She knew her mother hated the fact she was at war in Iraq, where she had been stationed since January 2003.

Ramona’s family kept its part of her bargain and moved to Reading in April to start a new life. She never got the chance to keep hers.

Ramona, a communications specialist, was killed Thursday by a suicide car bomber in Fallujah.

“I told her, ‘I don’t want you to die. I’ll move,’ ” her mother, Elida Nuñez, said Tuesday in her Muhlenberg Street home.

Nuñez said she is comforted in knowing she followed her daughter’s wishes.

But although she lives with her youngest daughter, Fiorela Valdez, 19, and Fiorela’s 2-year old twin sons, Justin and Joshua, the small row home seems empty in spirit.

“I’ll never see her again,” Nuñez cried as she stared at a table adorned with a Bible, flowers and pictures of her daughter.

Ramona was supposed to come home in May. She wanted to become a policewoman.

Ramona died when a suicide bomber slammed into a convoy. The attack also killed another Marine and injured 13.

She was the 36th female member of the American military to die since the invasion in March 2003 to topple former Iraqi President Saddam Hussein. At least 1,730 American troops have died in the war, according to an Associated Press count.

Joining the military wasn’t a lifelong dream for Ramona, but she wanted to do something to make her mother proud and saw enlisting as a way to do that, Fiorela said.

“She always said, ‘My mother worked so hard for us. I have to repay her,’ ” she said.

The last phone call from Ramona came the day before her death. It was her usual call to see how everyone was doing and lasted about 30 minutes, Fiorela said.

On the morning of the attack, the family had shipped a package containing candy, a birthday card — Ramona would have been 21 four days later — and an SAT book that she had said she wanted to study.

The next day, the family’s former neighbor in the Bronx called to tell them four Marine sergeants were outside their old home, asking for directions. Fiorela feared the worst.

“I thought about it,” Fiorela said. “But I kept saying to myself, ‘No, it can’t be that. Not that.’ ”

The following day Marines turned up again, this time at the family’s Reading home. Nuñez collapsed on the floor, screaming, and never spoke to them, Fiorela said.

Nuñez still struggles to talk about Ramona, often screaming, “Please just call me, let me know you are alive,” Fiorela said.

“She is desperate — this isn’t like a little birdie that died and we can replace it,” Fiorela said. “Ramona is irreplaceable.”

Fiorela described her sister as happy, caring and always smiling.

“She was always positive, always trying to keep Mom motivated,” Fiorela said. “It was always, ‘Yeah, Mami, I’m going to come home, we’re going to be together.’ ”

Instead, Fiorela said, the family is devastated and bitter that a loved one has died in what they see as an increasingly senseless war. For that, they blame President Bush.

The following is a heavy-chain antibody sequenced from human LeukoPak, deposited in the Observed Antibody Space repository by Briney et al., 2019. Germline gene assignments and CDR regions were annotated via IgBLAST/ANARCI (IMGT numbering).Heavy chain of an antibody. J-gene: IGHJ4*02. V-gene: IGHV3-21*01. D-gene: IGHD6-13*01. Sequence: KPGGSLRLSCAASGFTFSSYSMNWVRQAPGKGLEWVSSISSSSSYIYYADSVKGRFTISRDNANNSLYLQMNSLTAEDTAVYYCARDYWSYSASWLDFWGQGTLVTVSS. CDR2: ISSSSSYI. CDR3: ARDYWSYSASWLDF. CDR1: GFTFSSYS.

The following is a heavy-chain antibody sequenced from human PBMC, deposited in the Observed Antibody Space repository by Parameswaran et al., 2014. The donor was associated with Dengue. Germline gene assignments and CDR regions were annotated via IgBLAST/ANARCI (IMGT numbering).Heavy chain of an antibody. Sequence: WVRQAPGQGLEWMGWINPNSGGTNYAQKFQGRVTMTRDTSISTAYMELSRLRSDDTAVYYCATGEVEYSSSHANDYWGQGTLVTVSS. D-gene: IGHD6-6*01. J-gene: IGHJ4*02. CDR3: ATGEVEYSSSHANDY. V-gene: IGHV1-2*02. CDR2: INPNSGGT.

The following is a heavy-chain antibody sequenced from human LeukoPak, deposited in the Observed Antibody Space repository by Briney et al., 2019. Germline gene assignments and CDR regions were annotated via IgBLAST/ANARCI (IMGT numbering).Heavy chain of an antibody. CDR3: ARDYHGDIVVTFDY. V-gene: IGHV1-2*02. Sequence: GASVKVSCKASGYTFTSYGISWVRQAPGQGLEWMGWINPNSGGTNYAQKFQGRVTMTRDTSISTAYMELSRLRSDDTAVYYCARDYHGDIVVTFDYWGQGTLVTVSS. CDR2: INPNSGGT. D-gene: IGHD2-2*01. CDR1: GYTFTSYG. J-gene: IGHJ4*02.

“Why doesn’t he send his daughters over there?” she said. “If he had a family member there, he’d end the war right now.

“He doesn’t know the pain we are going through. He wouldn’t want to go through what we are going through and what many other families are going through.”
From eventbu

Cpl Ramona Valdez Street Co-Naming Ceremony | Saturday, 26. August 2017

Looking for Marines (NY city region) to attend this ceremony as we honor our fallen sister. The city of Bronx, NY and Cpl Valdez's family and friends would be pleased to have us attend. I hope to see you there. Semper Fi (The media will be present)

This note is from her best friend Estee Marie:

Good morning, 
As some of you may know, Corporal Ramona "Madelyn" Valdez was killed in Iraq on 23 June 2005 by a ******* bomber. After her death, the Valdez Training Facility was named after her in Camp Lejeune. Next month, the street were our Recruiting Station was will be renamed after her. I know a lot of people have been asking for details.
This is what we have so far: 26 August 2017 at 1300 at 151E Fordham Road, Bronx, NY.

Her sister and I are coordinating some of the details since the Borough just put that responsibility on her. The Marine Corps had no visibility on this, so our recruiter is coordinating with 1st Recruiting District to get military presence out there and have a proper ceremony for her. Her mom would like this to be high visibility, as it should be! It's not every day that a female Marine gets something named after her! 

What I need from you: SPREAD THE WORD!!!! Madelyn was a beautiful soul that touched so many people. Her smile would light up a room and her silly jokes could make anybody's day better. If you are in New York we invite you to come out! It would mean the world to her mom and sisters to have the support of the Marine Community. 

If you have any questions or have any suggestions, feel free to send them my way!
Comments
We are mustering at the recruiting station. The ceremony will take place at 1300 at E. Fordham Road and the Grand Concourse, Bronx, NY (near the USMC RS at 151 E. Fordham Rd.)